Mandy Baker Johnson

Living without Shadows

Category: Mental Health


This afternoon a dear friend came to visit. We haven’t seen each other for a year and it was good to catch-up. We ate chocolate biscuits, drank tea and chatted.

As I waved her goodbye, I pondered on the unexpected and pleasant feeling I had inside.

I felt loved.

She had listened to me without judging, trying to fix things or even offering to pray. She simply listened and loved me. As a result, I felt built-up and a tiny bit hopeful that there will be light at the end of this particular very dark tunnel I find myself in.

I have been blessed with some good friends.

First and foremost is Adi, my best friend and husband who supports me, prays with me, does funny things to make me laugh, takes me on late night walks when I’m too tense/angry/miserable/hopeless/hyperalert to find rest any other way, and loves me unconditionally.

There are a handful of other good friends too, people with whom I can be myself without fear of being judged.

Having a mental health condition is isolating and stops me doing ordinary things like going to church and socialising. It won’t always be like this (I hope) but for now, life feels limited because of the PTSD flashbacks, dissociation, and exhaustion that goes with those.

So when friends meet me in a ‘safe’ place for coffee/breakfast/dinner or visit me or text or email or ring, I am blessed. In that moment, hope and courage rise in me and I know there is going to be light at the end of the tunnel.

In that moment, I know I’m not alone and I feel loved.


As soon as I saw today’s Lent word – present – this post came to mind.

Living with post traumatic stress (PTSD) and related mental health issues often means a fight to stay present. Small things can trigger a traumatic memory: a scent, an action, a word, even quietly sitting reading. With little warning I’m catapulted into the past and reliving something I’d rather not.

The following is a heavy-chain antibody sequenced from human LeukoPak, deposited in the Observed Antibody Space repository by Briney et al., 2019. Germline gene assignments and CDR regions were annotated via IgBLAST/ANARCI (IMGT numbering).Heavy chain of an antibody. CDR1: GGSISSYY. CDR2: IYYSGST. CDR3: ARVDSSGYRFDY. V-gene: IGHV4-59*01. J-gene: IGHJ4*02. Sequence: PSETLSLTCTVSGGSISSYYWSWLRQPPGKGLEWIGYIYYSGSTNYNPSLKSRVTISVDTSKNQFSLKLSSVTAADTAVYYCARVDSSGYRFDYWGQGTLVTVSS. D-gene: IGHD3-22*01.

Sometimes it is simply that the present moment feels too much and my body gives off danger signals, causing me to disconnect from reality. This can happen several times a day.

With intensive therapy, I’m slowly learning to recognise triggers and avoid them if possible. My amazing therapist has taught me ways of distracting myself to stay present and in the moment. One of my favourites is a word game: I go through the alphabet naming girls’ or boys’ names. If Adi is around and I’m struggling to stay focused and present, we take it in turns to call out names, the quicker the better.

Scamper is my little faithful standby. Concentrating on his furry head and smooth paws can help me stay present. If all else fails, he is a very comforting bear to hang on to in the emotionally-drained-and-exhausted aftermath of multiple disconnections.

I took this photo of Scamper in the superhero cape I knitted for him at a recent visit to my therapist.


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